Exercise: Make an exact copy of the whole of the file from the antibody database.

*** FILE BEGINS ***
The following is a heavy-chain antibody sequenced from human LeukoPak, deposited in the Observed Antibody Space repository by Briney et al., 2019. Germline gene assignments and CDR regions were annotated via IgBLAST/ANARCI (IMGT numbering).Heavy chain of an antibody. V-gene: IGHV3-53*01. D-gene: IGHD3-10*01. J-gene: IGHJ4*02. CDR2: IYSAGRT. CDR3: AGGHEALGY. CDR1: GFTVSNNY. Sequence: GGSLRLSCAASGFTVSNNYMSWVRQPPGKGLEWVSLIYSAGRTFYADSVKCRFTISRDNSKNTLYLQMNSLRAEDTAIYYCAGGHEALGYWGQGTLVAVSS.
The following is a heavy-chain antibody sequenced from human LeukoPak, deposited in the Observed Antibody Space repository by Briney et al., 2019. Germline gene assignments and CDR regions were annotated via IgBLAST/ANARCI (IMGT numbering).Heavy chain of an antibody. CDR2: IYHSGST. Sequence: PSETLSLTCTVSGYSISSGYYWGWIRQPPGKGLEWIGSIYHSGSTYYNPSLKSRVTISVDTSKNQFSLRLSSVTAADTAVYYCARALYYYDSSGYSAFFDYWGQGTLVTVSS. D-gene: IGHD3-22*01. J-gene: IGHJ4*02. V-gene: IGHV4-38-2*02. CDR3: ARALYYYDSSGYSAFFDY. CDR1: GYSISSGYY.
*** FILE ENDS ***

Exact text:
The following is a heavy-chain antibody sequenced from human LeukoPak, deposited in the Observed Antibody Space repository by Briney et al., 2019. Germline gene assignments and CDR regions were annotated via IgBLAST/ANARCI (IMGT numbering).Heavy chain of an antibody. V-gene: IGHV3-53*01. D-gene: IGHD3-10*01. J-gene: IGHJ4*02. CDR2: IYSAGRT. CDR3: AGGHEALGY. CDR1: GFTVSNNY. Sequence: GGSLRLSCAASGFTVSNNYMSWVRQPPGKGLEWVSLIYSAGRTFYADSVKCRFTISRDNSKNTLYLQMNSLRAEDTAIYYCAGGHEALGYWGQGTLVAVSS.
The following is a heavy-chain antibody sequenced from human LeukoPak, deposited in the Observed Antibody Space repository by Briney et al., 2019. Germline gene assignments and CDR regions were annotated via IgBLAST/ANARCI (IMGT numbering).Heavy chain of an antibody. CDR2: IYHSGST. Sequence: PSETLSLTCTVSGYSISSGYYWGWIRQPPGKGLEWIGSIYHSGSTYYNPSLKSRVTISVDTSKNQFSLRLSSVTAADTAVYYCARALYYYDSSGYSAFFDYWGQGTLVTVSS. D-gene: IGHD3-22*01. J-gene: IGHJ4*02. V-gene: IGHV4-38-2*02. CDR3: ARALYYYDSSGYSAFFDY. CDR1: GYSISSGYY.